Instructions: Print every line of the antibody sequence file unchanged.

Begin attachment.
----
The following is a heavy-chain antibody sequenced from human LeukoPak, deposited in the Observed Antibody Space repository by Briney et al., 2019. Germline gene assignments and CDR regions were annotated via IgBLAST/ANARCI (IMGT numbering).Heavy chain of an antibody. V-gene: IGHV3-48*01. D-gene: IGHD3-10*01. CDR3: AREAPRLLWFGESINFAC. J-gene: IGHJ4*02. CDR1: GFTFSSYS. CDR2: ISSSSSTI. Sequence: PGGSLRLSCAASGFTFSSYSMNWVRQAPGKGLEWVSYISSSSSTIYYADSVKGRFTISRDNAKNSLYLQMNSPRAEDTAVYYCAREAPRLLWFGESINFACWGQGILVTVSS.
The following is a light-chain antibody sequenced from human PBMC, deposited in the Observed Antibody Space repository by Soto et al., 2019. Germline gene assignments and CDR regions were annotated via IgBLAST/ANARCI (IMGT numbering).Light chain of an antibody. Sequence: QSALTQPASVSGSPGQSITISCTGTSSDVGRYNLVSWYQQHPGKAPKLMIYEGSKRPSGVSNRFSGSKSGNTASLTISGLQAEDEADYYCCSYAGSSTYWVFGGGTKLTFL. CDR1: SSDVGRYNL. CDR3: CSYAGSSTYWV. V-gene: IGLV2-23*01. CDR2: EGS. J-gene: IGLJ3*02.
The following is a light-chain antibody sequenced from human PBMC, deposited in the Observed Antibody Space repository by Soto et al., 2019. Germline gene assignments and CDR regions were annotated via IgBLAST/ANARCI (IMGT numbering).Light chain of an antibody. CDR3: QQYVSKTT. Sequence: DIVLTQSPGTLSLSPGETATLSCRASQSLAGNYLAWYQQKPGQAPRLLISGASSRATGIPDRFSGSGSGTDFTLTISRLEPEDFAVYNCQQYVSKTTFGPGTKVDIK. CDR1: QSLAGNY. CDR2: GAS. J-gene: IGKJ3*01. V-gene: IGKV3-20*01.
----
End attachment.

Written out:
The following is a heavy-chain antibody sequenced from human LeukoPak, deposited in the Observed Antibody Space repository by Briney et al., 2019. Germline gene assignments and CDR regions were annotated via IgBLAST/ANARCI (IMGT numbering).Heavy chain of an antibody. V-gene: IGHV3-48*01. D-gene: IGHD3-10*01. CDR3: AREAPRLLWFGESINFAC. J-gene: IGHJ4*02. CDR1: GFTFSSYS. CDR2: ISSSSSTI. Sequence: PGGSLRLSCAASGFTFSSYSMNWVRQAPGKGLEWVSYISSSSSTIYYADSVKGRFTISRDNAKNSLYLQMNSPRAEDTAVYYCAREAPRLLWFGESINFACWGQGILVTVSS.
The following is a light-chain antibody sequenced from human PBMC, deposited in the Observed Antibody Space repository by Soto et al., 2019. Germline gene assignments and CDR regions were annotated via IgBLAST/ANARCI (IMGT numbering).Light chain of an antibody. Sequence: QSALTQPASVSGSPGQSITISCTGTSSDVGRYNLVSWYQQHPGKAPKLMIYEGSKRPSGVSNRFSGSKSGNTASLTISGLQAEDEADYYCCSYAGSSTYWVFGGGTKLTFL. CDR1: SSDVGRYNL. CDR3: CSYAGSSTYWV. V-gene: IGLV2-23*01. CDR2: EGS. J-gene: IGLJ3*02.
The following is a light-chain antibody sequenced from human PBMC, deposited in the Observed Antibody Space repository by Soto et al., 2019. Germline gene assignments and CDR regions were annotated via IgBLAST/ANARCI (IMGT numbering).Light chain of an antibody. CDR3: QQYVSKTT. Sequence: DIVLTQSPGTLSLSPGETATLSCRASQSLAGNYLAWYQQKPGQAPRLLISGASSRATGIPDRFSGSGSGTDFTLTISRLEPEDFAVYNCQQYVSKTTFGPGTKVDIK. CDR1: QSLAGNY. CDR2: GAS. J-gene: IGKJ3*01. V-gene: IGKV3-20*01.